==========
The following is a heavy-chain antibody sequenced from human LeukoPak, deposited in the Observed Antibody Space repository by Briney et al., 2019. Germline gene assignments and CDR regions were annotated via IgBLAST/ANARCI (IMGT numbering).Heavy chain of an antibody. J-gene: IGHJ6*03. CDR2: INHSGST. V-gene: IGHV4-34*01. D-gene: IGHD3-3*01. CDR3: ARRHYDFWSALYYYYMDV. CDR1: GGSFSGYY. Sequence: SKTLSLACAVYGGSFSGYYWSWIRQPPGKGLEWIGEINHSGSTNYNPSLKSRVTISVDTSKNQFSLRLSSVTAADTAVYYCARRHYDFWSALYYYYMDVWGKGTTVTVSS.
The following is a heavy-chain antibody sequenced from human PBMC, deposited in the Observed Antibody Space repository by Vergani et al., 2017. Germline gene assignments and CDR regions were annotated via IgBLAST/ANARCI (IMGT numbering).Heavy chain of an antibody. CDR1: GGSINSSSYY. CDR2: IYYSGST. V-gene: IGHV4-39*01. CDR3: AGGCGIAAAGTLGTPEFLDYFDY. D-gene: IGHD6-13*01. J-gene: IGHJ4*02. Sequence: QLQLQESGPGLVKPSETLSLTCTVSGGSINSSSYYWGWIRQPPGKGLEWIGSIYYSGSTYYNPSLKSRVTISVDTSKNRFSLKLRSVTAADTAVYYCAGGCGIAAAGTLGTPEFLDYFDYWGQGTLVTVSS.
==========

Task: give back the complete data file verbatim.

The following is a heavy-chain antibody sequenced from human LeukoPak, deposited in the Observed Antibody Space repository by Briney et al., 2019. Germline gene assignments and CDR regions were annotated via IgBLAST/ANARCI (IMGT numbering).Heavy chain of an antibody. J-gene: IGHJ6*03. CDR2: INHSGST. V-gene: IGHV4-34*01. D-gene: IGHD3-3*01. CDR3: ARRHYDFWSALYYYYMDV. CDR1: GGSFSGYY. Sequence: SKTLSLACAVYGGSFSGYYWSWIRQPPGKGLEWIGEINHSGSTNYNPSLKSRVTISVDTSKNQFSLRLSSVTAADTAVYYCARRHYDFWSALYYYYMDVWGKGTTVTVSS.
The following is a heavy-chain antibody sequenced from human PBMC, deposited in the Observed Antibody Space repository by Vergani et al., 2017. Germline gene assignments and CDR regions were annotated via IgBLAST/ANARCI (IMGT numbering).Heavy chain of an antibody. CDR1: GGSINSSSYY. CDR2: IYYSGST. V-gene: IGHV4-39*01. CDR3: AGGCGIAAAGTLGTPEFLDYFDY. D-gene: IGHD6-13*01. J-gene: IGHJ4*02. Sequence: QLQLQESGPGLVKPSETLSLTCTVSGGSINSSSYYWGWIRQPPGKGLEWIGSIYYSGSTYYNPSLKSRVTISVDTSKNRFSLKLRSVTAADTAVYYCAGGCGIAAAGTLGTPEFLDYFDYWGQGTLVTVSS.